INDIANAPOLIS, Ind. – What would your child do if you weren't around and they found a gun?
Law enforcement officials say it's a question Hoosier parents should be asking themselves since Indiana has a real problem with kids getting their hands on loaded guns. In an Associated Press/USA Today report, the Hoosier State was ranked seventh in the entire country for accidental shootings involving children.
This year began with an investigation into the accidental shooting death of a 5-year-old Indianapolis girl. Police said her 3-year-old brother grabbed his mom's gun out of her purse on New Year's Eve.
Police want parents to do more to protect their kids. That's why Lawrence police teamed up with FOX59 to show moms and dads how to prevent a dangerous discovery.
A hidden camera experiment
We invited eight kids ages four to nine and their parents to a play date. With the permission of these parents, we set up hidden cameras.
Captain Tracey Cantrell with Lawrence Police provided an unloaded gun for our experiment. He showed his gun to all the parents and then placed it in a tote full of toys. Then two moms took the tote upstairs to the kids. The rest of the parents were watching the live feed on monitors set up in the garage.
The moms hadn't even left the room yet, when the oldest boy grabbed the gun.
Some of the children ran downstairs to tell the parents, but they came right back up.
"What is that?" one of kids asks the other.
"It's a real gun," replies another.
The oldest boy points the gun and waves it in the air. You can even hear him pull the trigger over and over again.
Then it looks like it's the girls' turn. Two girls don't shy away from picking up the weapon. One even holds the gun right at another girl's face.
The kids once again run downstairs and this time the parents come back up with them.
"Sorry!" screams one of the girls. "We did it!"
Not a toy
Captain Cantrell tells the children what they were just playing with is a real revolver.
"This is an actual real gun. This is not a toy," he said.
The oldest boy's father said, "I was surprised to see him just pick it up and immediately have it in his hands."
The boy's mom asks him why he picked up the gun. He answered, "I honestly thought it would be like a toy."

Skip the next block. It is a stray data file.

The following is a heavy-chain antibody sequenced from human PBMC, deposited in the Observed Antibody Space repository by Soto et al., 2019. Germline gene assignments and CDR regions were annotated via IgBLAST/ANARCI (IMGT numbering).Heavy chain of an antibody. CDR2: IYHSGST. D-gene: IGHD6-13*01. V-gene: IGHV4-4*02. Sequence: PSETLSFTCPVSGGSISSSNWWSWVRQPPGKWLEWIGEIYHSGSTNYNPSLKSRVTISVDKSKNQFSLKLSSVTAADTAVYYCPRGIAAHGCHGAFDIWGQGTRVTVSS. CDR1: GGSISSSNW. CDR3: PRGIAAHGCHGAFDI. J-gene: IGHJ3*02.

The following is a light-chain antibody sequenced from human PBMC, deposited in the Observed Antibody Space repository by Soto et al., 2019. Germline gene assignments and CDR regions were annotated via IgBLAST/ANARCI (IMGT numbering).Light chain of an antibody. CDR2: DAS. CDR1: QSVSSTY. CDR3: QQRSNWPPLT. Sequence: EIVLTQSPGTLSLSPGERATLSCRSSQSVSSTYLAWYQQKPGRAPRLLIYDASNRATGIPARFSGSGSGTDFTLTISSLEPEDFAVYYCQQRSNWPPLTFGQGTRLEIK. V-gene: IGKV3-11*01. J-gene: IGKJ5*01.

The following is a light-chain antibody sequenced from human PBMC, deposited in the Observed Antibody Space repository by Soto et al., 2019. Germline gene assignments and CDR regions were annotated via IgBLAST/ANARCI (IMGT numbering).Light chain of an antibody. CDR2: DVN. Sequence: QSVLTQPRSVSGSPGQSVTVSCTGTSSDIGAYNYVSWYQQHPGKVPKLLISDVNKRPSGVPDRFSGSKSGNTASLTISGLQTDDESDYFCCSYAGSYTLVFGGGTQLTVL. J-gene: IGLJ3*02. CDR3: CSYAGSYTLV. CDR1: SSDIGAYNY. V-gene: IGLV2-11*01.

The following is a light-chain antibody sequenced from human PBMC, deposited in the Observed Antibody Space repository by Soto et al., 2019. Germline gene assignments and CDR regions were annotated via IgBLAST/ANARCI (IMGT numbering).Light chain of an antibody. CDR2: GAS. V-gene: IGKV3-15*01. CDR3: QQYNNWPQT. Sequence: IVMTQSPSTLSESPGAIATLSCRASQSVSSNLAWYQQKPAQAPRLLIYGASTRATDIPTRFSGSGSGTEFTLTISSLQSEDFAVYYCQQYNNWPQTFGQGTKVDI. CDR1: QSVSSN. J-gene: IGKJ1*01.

But what if the kids didn't think it was a toy?
We did the test again with older kids, at the TKO Taekwondo Karate Studio on North Michigan Road.
This time the gun is placed inside a bin full of equipment the teacher just brought in from his car.
At first, a young girl grabbed the gun out of the tote.
"Leave it! Stop! Don't touch it!" cried out another child.
Their tense parents watched outside the studio as a few children tried to stop the others. One boy even closed the bin, but it wasn't long until another child opened it up again.
"It's killing them, is what it is," said Captain Cantrell as he watched the live feed monitors with the parents.
Then a boy went in for the gun and grabbed it, but another child told him to stop, so he dropped it.
Most of the parents are relieved that none of their kids were playing with the weapon. That was a big win. But Captain Cantrell noticed a big problem. There was an adult working just a few feet away from the kids and none of them went to tell him what was going on.
An emotional lesson
Back at the house, our volunteer parents were pretty emotional at what they just witnessed.
The father of the little girl who pointed the gun at another child said, "I was a little scared."
His wife added, "It felt kind of emotional too. Seeing her. She was playing and she was pointing to the other girl."
"I don't want to come to tears at the idea of just thinking about how real that situation could've been," said another mother.
The kids, who thought the gun was just a toy, were learning a big lesson.
Captain Cantrell showed them a fake gun that looked incredibly real. He told them no matter what it is, they should always stay away and go find an adult.
The parents learned a big lesson too, especially those who thought they'd taught their kids about gun safety. Watching their kids on camera was a big eye opener.
"This has made me want to step up my game," said one dad. "Even though I already feel like I'm pretty safe. It's made me want to step up my game for my kids and for other kids around my kids."
Gun Safety Steps to Teach Your Kids
Captain Cantrell said it is never too early to begin teaching your kids about gun safety. Whether you have a gun in your home or not, Cantrell wants all parents to teach their children four simple steps which are also used by the NRA's Eddie Eagle Gunsafe Program:
- Don't touch
- Back away
- Tell an adult
Cantrell said younger kids in the pre-school or kindergarten aged group will need to hear these steps more often so it sticks. He insists the key is communication and killing your child's curiosity before it kills your child.